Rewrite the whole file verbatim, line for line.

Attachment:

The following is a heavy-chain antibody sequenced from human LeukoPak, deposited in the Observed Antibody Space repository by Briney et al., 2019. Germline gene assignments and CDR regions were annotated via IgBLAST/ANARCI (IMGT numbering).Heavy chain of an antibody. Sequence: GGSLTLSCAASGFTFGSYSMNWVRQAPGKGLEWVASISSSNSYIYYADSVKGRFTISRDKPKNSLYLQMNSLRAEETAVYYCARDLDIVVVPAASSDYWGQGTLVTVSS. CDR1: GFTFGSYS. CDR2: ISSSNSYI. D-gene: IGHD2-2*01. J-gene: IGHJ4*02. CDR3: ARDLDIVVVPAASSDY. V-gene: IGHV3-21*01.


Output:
The following is a heavy-chain antibody sequenced from human LeukoPak, deposited in the Observed Antibody Space repository by Briney et al., 2019. Germline gene assignments and CDR regions were annotated via IgBLAST/ANARCI (IMGT numbering).Heavy chain of an antibody. Sequence: GGSLTLSCAASGFTFGSYSMNWVRQAPGKGLEWVASISSSNSYIYYADSVKGRFTISRDKPKNSLYLQMNSLRAEETAVYYCARDLDIVVVPAASSDYWGQGTLVTVSS. CDR1: GFTFGSYS. CDR2: ISSSNSYI. D-gene: IGHD2-2*01. J-gene: IGHJ4*02. CDR3: ARDLDIVVVPAASSDY. V-gene: IGHV3-21*01.